The two epigraphs which introduce this essay define, in one sense, the polar limits of Fitzgerald's life. His frenetic attempts, almost heroic in their intensity and pathetic in their ultimate ineffectiveness, to stay ahead of "Time's winged chariot" (though he was afraid the race was lost at thirty) are too well known, have been too fully documented, to need much elaboration here. "I wanted to enjoy, to be prodigal and openhearted, to miss nothing." What Fitzgerald wanted, finally, was to fill each moment of life so full of living that time would stand still for him. This was the way to "beat" time—to run a dead heat with the galloping stallions of mortality. It is one of Fitzgerald's accomplishments that he can still make us respond to the purity of this desire even as we recognize, as we are so often meant to, the spurious materials and self-defeating methods by which his characters strive to make life go glimmering. Those of us for whom the Twenties as Fitzgerald's metaphor of what life may offer by way of glamour has not yet become a whipping boy of middle-age can still acknowledge, as he wrote in his notebook, how "any given moment has its value; it can be questioned in the light of after-events, but the moment remains. The young prince in velvet gathered in lovely domesticity around the queen amid the hush of rich draperies may presently grow up to be Pedro the Cruel or Charles the Mad, but the moment of beauty was there."

But at the polar opposite of Fitzgerald's presentations of "the romantic enlargement of the possibilities of life" (to use Professor Bewley's phrase) emerge the results of the toughened vision of the "spoiled priest"—as Fitzgerald once called himself—who watches with horror as the "filled moment" collapses of its own weight. In this region of Fitzgerald's moral geography—whose supreme history and topography have been written into "Babylon Revisited" (1931)—there is nothing of the confusion of attitude to be found in such essays as "Echoes of the Jazz Age" (1931) or "My Lost City" (1932), in which the seemingly firm-eyed recapitulation of catastrophe and self-delusion finally counts for less than the nostalgic yearnings with which they end. Nor is there anything here of that troubled ambivalence which characterizes our response to that fantastic ambiguity, Jay Gatsby, whose exquisite dream moves us even as we acknowledge the cloud of foul dust which trails in its wake. In the world of "Babylon Revisited" winter dreams do not drift sweetly into sad memories, but erupt into nightmares of irrevocable loss, leaving only the waste and horror of the twisted shapes that lie on the decimated plains of the Babylonian Captivity.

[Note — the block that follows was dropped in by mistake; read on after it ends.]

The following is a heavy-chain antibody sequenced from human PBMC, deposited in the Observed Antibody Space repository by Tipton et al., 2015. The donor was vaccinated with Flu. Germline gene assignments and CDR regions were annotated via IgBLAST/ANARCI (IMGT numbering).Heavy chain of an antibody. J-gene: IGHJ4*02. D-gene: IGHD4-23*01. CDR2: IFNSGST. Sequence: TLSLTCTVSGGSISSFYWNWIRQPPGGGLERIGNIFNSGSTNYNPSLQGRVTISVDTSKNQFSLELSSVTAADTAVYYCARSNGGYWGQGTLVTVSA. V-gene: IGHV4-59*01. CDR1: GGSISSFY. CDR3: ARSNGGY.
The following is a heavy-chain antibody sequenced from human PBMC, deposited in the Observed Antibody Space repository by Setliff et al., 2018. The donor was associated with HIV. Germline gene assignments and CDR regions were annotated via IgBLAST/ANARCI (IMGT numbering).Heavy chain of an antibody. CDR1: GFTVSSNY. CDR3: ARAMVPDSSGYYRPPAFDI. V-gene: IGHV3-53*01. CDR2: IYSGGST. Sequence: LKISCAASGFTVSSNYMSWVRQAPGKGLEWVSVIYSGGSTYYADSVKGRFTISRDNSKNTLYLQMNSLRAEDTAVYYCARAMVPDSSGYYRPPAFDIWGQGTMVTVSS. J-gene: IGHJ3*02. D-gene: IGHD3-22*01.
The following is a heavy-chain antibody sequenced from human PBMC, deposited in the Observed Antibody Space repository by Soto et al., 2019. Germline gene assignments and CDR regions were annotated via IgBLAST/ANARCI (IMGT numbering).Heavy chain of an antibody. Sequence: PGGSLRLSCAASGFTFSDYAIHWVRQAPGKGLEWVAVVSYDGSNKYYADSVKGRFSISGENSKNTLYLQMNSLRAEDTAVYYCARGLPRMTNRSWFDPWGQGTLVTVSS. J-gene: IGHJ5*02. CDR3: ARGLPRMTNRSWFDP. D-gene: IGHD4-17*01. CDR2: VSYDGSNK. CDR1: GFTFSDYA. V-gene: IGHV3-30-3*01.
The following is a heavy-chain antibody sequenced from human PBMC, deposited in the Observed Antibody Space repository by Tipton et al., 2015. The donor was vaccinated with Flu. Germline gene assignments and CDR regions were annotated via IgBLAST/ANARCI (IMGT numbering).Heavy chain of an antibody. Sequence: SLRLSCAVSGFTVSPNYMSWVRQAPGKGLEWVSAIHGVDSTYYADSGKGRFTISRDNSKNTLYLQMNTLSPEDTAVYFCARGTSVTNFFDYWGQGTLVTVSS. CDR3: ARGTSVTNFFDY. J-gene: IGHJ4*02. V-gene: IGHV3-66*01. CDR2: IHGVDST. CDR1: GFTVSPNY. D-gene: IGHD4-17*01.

The action of "Babylon Revisited" begins and ends in the Ritz bar. This structural maneuver is absolutely right, for the bar is one of the story's chief symbols of the relentless impingement of the past on the present, though it is not until the end of the story after Charlie's defeat, that it clearly takes on this signification. Indeed, ironically enough, Charlie's initial appearance at the Ritz seems to imply precisely the opposite: the apparent separation of the past from the concerns, needs, and desires of the present. The very fact that Charlie can return to the hub of a life which had cost him his wife and his child does not at all indicate, as the story's most recent commentator has it, that the old way of life "still appeals to him," but rather demonstrates the extent and depth of his self-mastery and the confidence he feels in his belief that his wildly squandered yesterdays are over and done with, that there is no tab left for him to have to pick up [James M. Harrison, "Fitzgerald's 'Babylon Revisited'," Explicator, Vol. 16, January 1958].

The opening scene's primary function is to show how divorced Charlie feels from the blurred life of several years ago. His questions to the bartender about cronies from the past are mechanically curious but fundamentally uninterested. The news that "Mr. Campbell [is] a pretty sick man" and that Claude Fessenden cheated the bar of thirty thousand francs and is now "all bloated up" evokes no comment. The pricks to memory of "familiar names from the long list of a year and a half ago" strike no responsive chord. Charlie feels out of place and "polite" in the bar that, in the time of wine and roses, he had felt he had "owned." "It had gone back into France," he thinks. When he goes through the remembered ritual of placing his foot firmly on the bar rail and turning to survey the room, only a single pair of indifferent eyes "fluttered up from a newspaper in the corner." Charlie's dissociation from his past is capped by the brief bit of dialogue with which the scene ends: